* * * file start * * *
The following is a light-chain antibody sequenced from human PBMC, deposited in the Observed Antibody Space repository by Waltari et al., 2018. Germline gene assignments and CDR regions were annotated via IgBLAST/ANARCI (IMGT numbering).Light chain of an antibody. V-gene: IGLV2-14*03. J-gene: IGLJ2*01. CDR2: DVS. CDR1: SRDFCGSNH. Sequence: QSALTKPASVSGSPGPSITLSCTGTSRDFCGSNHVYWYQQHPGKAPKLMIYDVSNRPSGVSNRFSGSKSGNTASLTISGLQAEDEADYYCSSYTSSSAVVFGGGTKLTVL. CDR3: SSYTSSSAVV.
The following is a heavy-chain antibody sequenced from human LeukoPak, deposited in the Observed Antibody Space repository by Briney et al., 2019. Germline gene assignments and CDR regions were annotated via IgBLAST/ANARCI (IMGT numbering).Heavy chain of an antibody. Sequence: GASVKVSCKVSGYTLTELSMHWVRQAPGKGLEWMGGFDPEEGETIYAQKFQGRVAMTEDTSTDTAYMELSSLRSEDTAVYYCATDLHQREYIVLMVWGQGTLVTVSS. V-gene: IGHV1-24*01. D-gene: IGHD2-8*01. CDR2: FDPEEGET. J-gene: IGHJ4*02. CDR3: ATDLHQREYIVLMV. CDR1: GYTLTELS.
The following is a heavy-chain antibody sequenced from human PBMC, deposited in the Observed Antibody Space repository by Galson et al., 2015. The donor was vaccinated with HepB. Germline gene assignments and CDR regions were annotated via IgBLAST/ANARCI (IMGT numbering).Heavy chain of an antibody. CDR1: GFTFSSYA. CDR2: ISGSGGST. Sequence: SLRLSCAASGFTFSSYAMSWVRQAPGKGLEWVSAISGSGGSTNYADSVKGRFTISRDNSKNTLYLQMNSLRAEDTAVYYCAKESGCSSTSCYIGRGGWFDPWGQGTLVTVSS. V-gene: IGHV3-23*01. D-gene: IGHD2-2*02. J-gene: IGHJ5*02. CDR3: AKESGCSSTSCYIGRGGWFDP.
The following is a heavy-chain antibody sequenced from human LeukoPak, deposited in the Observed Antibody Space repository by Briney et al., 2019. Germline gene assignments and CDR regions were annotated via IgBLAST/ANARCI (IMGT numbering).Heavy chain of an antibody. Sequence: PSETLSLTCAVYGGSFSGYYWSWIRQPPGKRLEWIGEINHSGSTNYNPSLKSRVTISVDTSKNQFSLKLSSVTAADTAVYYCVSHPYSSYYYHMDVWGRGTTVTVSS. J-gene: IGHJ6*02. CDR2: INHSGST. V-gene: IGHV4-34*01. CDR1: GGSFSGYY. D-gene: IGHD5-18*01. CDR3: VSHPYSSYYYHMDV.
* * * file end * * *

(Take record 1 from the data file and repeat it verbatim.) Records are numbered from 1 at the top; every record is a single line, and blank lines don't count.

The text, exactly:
The following is a light-chain antibody sequenced from human PBMC, deposited in the Observed Antibody Space repository by Waltari et al., 2018. Germline gene assignments and CDR regions were annotated via IgBLAST/ANARCI (IMGT numbering).Light chain of an antibody. V-gene: IGLV2-14*03. J-gene: IGLJ2*01. CDR2: DVS. CDR1: SRDFCGSNH. Sequence: QSALTKPASVSGSPGPSITLSCTGTSRDFCGSNHVYWYQQHPGKAPKLMIYDVSNRPSGVSNRFSGSKSGNTASLTISGLQAEDEADYYCSSYTSSSAVVFGGGTKLTVL. CDR3: SSYTSSSAVV.